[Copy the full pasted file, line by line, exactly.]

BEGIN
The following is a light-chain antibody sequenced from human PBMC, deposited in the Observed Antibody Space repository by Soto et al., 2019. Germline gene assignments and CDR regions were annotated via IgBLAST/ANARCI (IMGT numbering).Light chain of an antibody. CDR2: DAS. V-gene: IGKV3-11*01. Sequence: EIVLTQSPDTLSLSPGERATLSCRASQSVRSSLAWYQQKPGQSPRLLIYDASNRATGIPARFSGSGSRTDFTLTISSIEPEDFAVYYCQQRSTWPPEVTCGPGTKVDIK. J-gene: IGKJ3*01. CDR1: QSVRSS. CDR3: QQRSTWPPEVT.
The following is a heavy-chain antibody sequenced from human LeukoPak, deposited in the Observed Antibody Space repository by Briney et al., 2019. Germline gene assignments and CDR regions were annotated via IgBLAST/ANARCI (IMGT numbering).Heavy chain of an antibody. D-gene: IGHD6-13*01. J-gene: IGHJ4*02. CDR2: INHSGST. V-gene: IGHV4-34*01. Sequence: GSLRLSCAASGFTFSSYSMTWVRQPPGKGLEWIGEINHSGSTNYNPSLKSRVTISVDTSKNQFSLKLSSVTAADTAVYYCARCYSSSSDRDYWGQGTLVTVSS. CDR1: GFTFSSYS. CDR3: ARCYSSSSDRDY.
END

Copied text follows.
The following is a light-chain antibody sequenced from human PBMC, deposited in the Observed Antibody Space repository by Soto et al., 2019. Germline gene assignments and CDR regions were annotated via IgBLAST/ANARCI (IMGT numbering).Light chain of an antibody. CDR2: DAS. V-gene: IGKV3-11*01. Sequence: EIVLTQSPDTLSLSPGERATLSCRASQSVRSSLAWYQQKPGQSPRLLIYDASNRATGIPARFSGSGSRTDFTLTISSIEPEDFAVYYCQQRSTWPPEVTCGPGTKVDIK. J-gene: IGKJ3*01. CDR1: QSVRSS. CDR3: QQRSTWPPEVT.
The following is a heavy-chain antibody sequenced from human LeukoPak, deposited in the Observed Antibody Space repository by Briney et al., 2019. Germline gene assignments and CDR regions were annotated via IgBLAST/ANARCI (IMGT numbering).Heavy chain of an antibody. D-gene: IGHD6-13*01. J-gene: IGHJ4*02. CDR2: INHSGST. V-gene: IGHV4-34*01. Sequence: GSLRLSCAASGFTFSSYSMTWVRQPPGKGLEWIGEINHSGSTNYNPSLKSRVTISVDTSKNQFSLKLSSVTAADTAVYYCARCYSSSSDRDYWGQGTLVTVSS. CDR1: GFTFSSYS. CDR3: ARCYSSSSDRDY.